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Words: Gary Inman 

Photos: Charlie Davidson 

Growing up in the 1970s, my Fab Four were never John, Paul, George and Ringo, it was Snorky, Fleegle, Droopy and Bingo – The Banana Splits. Conceived by Hanna-Barbera, the show featured the four creatures, who, like prototype sports team mascots, were blokes dressed in furry outfits and firefighter helmets. They were a pop band, lived in a shared psychedelic house and got into Three Stooges-style slapstick scrapes. Hey, it was conceived in California in 1968, what do you expect? It was still being shown on UK TV years later, when it served as a sun-drenched 30 minutes of primary-coloured eye candy, especially for a kid in a home-knit jumper, growing up in the washed-out, drizzle grey of northern England at the time. But what stuck in my mind most is the six-wheel Amphicat all-terrain buggies the stars tore around in during the title sequences of the show.


It was The Banana Splits and their buggies that inspired this 2003 Suzuki VanVan 125. At least in part. The other part being Sideburn, the magazine I edit. Sideburn is heavily weighted towards dirt track, but has always found room for street trackers, art, photography, movies, road trips and adventure riding, since launching in 2008. Still, since becoming the official magazine of the American Flat Track professional race series in 2020, I had been thinking more about the pro sport and how the mag looked to new readers, who were picking it up at races in Texas or Ohio. This Suzuki was a reminder to myself, and potential readers, that Sideburn is about more than just racing.


The basis for the build must be one of the earliest VanVan’s in the UK, being a 2003 model. These 125s are popular with learners because the seat is so low and they’re supremely reliable. I’ve always loved the looks. They’re comical, loveable, instantly recognisable and as threatening as a gummy bear. This one had less that 10,000 miles on it, but 20 owners on the logbook. The last owner, an older guy, bought it in lockdown and never rode it.


With the look of Fleegle’s Amphicat tattooed onto my memory for over forty years, the first thing was to find another VanVan rear wheel, so I could have my own two-wheeled beach buggy with chubby rims front and rear. It soon occurred that Suzuki were almost certainly going to spec the VanVan this way, but backed out late in the development process. The distance between the front forks, the width and shape of the front fender and its mounting all allow the same 180/80-14 balloon rear tyre and rim to fit straight in and more naturally than the stock, more conservatively-sized 130/80-18 the bike was delivered with.


It wasn’t enough that both wheels were chunky, they were sent to CJ Powder Coatings, Grimsby, to be turned two-tone. It was difficult to get the clean line where the two colours met, but CJ persevered. Then the famous old British company, Hagon, laced the existing front disc hub to the new rim with stainless spokes. I managed to snag one of the last brand new Dunlop 14in K180 tyres in the country.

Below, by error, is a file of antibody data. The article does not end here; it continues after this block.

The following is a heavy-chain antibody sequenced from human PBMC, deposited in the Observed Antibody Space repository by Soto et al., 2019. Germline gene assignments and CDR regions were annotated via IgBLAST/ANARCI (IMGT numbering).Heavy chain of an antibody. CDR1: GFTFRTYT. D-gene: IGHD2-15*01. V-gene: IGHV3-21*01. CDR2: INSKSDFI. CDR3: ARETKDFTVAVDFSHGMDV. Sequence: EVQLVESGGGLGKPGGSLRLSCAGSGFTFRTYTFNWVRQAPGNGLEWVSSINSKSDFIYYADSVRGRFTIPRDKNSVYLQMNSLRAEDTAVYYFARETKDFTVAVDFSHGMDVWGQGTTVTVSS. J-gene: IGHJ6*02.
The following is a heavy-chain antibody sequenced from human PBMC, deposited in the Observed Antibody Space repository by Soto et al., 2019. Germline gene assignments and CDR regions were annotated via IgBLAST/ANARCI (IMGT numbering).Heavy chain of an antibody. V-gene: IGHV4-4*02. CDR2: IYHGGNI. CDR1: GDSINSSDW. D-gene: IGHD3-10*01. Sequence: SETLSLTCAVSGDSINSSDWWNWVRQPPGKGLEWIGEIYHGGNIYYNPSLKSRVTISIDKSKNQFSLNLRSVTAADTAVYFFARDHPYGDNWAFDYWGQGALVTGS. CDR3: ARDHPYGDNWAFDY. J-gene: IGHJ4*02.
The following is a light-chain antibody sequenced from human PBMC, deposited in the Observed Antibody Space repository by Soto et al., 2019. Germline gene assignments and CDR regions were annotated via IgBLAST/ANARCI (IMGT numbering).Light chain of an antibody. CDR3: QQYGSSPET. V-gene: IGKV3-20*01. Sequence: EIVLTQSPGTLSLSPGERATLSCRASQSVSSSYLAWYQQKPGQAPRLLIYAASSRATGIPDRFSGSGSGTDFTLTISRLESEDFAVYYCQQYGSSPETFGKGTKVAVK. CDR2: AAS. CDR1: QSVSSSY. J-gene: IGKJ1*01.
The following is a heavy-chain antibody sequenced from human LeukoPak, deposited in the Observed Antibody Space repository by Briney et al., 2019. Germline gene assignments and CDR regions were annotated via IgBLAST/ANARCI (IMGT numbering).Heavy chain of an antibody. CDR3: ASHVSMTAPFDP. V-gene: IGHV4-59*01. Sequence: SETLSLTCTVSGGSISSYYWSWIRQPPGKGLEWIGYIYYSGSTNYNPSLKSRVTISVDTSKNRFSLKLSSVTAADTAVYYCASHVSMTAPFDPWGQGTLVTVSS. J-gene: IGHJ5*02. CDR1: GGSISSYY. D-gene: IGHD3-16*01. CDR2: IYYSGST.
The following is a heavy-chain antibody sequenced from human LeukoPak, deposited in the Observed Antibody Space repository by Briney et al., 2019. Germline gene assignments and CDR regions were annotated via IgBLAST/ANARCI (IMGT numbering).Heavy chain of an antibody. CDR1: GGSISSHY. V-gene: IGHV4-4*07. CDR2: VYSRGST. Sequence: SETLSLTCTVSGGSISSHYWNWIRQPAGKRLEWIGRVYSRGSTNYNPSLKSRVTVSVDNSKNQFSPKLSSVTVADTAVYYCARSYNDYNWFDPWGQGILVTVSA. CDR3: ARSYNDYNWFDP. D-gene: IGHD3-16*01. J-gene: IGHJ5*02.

You might have noticed the defining element of the Sand Flea, the front basket that holds a Dometic Patrol 20 cooler than coolbox, a last-a-lifetime piece of kit I’d been lusting after for a while. JB Fabrication, of Lincolnshire, fabricated a steel tube basket around it. JB also welded on brackets for the 6in projector headlight and a pair of Motone Billet turn signals. The basket hangs off the triple clamps. How does that affect the handling? Well, it’s not going to win any trials competitions, especially when the coolbox is full of a few beverages, a bag of ice and my sandwiches, but I can live with it.


The deck chair stripe paintjob in summer sorbet colours was completed by Paint By Matt, in Leeds, Yorkshire, while the seat was embroidered and recovered by Holy Goat Motorcycle Seats, Devon. The newly powder-coated chassis was bolted back together with a Hagon adjustable monoshock replacing the corroded original RSU.


The route of the stock exhaust suited the all-terrain feel of the bike, and I liked the oversized stock silencer, but this is a custom bike, so it was chopped to make room for a classic Supertrapp, one of the neatest end cans you can get to fit small diameter exhausts.


Biltwell Mushman pegs, leftover from my Harley Sportster hooligan racer, were made to fit; a Motone Cuda taillight and licence plate bracket bolted to the rear fender; a KC headlight cover evoked the same 1970s good time spirit in me as memories of imported Saturday morning TV, and I finally found a home for the hand-tooled leather handlebar pad made for me by Busch & Busch, of Reno, Nevada. I’d had it stored for years ago, just waiting for the right project, and fit it to the Renthal bars.


There was just one last thing. A flag. Not every bike can carry off a flag, but the Sand Flea could, and one was made by my friend, Fionnadh Lyle, with yet more 1970s inspiration, this time in the shape of the SB, for Sideburn, in Cooper Bold font. It’s hoisted on a whippy CB aerial.


With a carrying capacity of 20 litres out the front, a rear rack for a beach towel, and flying its own freak flag, the Sand Flea is a whole 12 horsepower of good times, and a reminder that life isn’t always about chequered flags, winners and losers.

Thanks to George & Amy for modelling 

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